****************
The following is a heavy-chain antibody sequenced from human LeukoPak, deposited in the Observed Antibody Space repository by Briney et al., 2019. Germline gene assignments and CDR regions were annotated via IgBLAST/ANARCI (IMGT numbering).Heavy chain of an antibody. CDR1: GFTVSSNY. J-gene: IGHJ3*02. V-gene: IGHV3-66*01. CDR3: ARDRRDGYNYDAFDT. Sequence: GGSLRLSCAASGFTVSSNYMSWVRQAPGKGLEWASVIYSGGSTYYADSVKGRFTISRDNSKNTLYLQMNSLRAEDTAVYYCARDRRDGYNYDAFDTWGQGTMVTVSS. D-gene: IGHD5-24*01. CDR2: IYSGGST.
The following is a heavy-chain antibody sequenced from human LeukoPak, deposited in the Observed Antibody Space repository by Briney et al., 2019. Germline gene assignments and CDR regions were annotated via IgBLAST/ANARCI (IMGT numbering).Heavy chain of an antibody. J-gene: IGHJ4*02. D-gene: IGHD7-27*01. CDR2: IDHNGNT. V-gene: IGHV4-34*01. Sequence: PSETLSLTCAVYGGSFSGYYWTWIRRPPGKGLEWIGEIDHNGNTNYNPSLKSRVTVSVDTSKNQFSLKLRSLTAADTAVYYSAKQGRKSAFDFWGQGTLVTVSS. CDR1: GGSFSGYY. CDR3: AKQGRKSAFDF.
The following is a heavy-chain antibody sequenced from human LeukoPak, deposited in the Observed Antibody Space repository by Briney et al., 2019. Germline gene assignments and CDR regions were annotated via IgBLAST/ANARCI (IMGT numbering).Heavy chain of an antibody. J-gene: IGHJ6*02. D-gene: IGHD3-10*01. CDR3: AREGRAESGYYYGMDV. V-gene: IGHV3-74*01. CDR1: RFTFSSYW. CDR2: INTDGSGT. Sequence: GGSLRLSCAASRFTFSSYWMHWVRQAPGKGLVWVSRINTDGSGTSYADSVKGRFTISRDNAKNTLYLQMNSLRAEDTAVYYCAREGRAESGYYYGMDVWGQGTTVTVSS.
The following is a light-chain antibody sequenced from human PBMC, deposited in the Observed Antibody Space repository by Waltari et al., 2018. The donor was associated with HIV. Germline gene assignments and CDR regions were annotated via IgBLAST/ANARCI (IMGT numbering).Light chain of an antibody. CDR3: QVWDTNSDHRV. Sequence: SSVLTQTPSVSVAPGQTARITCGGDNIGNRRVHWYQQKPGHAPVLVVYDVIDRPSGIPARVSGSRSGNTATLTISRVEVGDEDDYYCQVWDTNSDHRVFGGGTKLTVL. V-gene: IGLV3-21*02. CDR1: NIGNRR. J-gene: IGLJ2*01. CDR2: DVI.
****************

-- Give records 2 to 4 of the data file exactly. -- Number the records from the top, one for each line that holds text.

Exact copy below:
The following is a heavy-chain antibody sequenced from human LeukoPak, deposited in the Observed Antibody Space repository by Briney et al., 2019. Germline gene assignments and CDR regions were annotated via IgBLAST/ANARCI (IMGT numbering).Heavy chain of an antibody. J-gene: IGHJ4*02. D-gene: IGHD7-27*01. CDR2: IDHNGNT. V-gene: IGHV4-34*01. Sequence: PSETLSLTCAVYGGSFSGYYWTWIRRPPGKGLEWIGEIDHNGNTNYNPSLKSRVTVSVDTSKNQFSLKLRSLTAADTAVYYSAKQGRKSAFDFWGQGTLVTVSS. CDR1: GGSFSGYY. CDR3: AKQGRKSAFDF.
The following is a heavy-chain antibody sequenced from human LeukoPak, deposited in the Observed Antibody Space repository by Briney et al., 2019. Germline gene assignments and CDR regions were annotated via IgBLAST/ANARCI (IMGT numbering).Heavy chain of an antibody. J-gene: IGHJ6*02. D-gene: IGHD3-10*01. CDR3: AREGRAESGYYYGMDV. V-gene: IGHV3-74*01. CDR1: RFTFSSYW. CDR2: INTDGSGT. Sequence: GGSLRLSCAASRFTFSSYWMHWVRQAPGKGLVWVSRINTDGSGTSYADSVKGRFTISRDNAKNTLYLQMNSLRAEDTAVYYCAREGRAESGYYYGMDVWGQGTTVTVSS.
The following is a light-chain antibody sequenced from human PBMC, deposited in the Observed Antibody Space repository by Waltari et al., 2018. The donor was associated with HIV. Germline gene assignments and CDR regions were annotated via IgBLAST/ANARCI (IMGT numbering).Light chain of an antibody. CDR3: QVWDTNSDHRV. Sequence: SSVLTQTPSVSVAPGQTARITCGGDNIGNRRVHWYQQKPGHAPVLVVYDVIDRPSGIPARVSGSRSGNTATLTISRVEVGDEDDYYCQVWDTNSDHRVFGGGTKLTVL. V-gene: IGLV3-21*02. CDR1: NIGNRR. J-gene: IGLJ2*01. CDR2: DVI.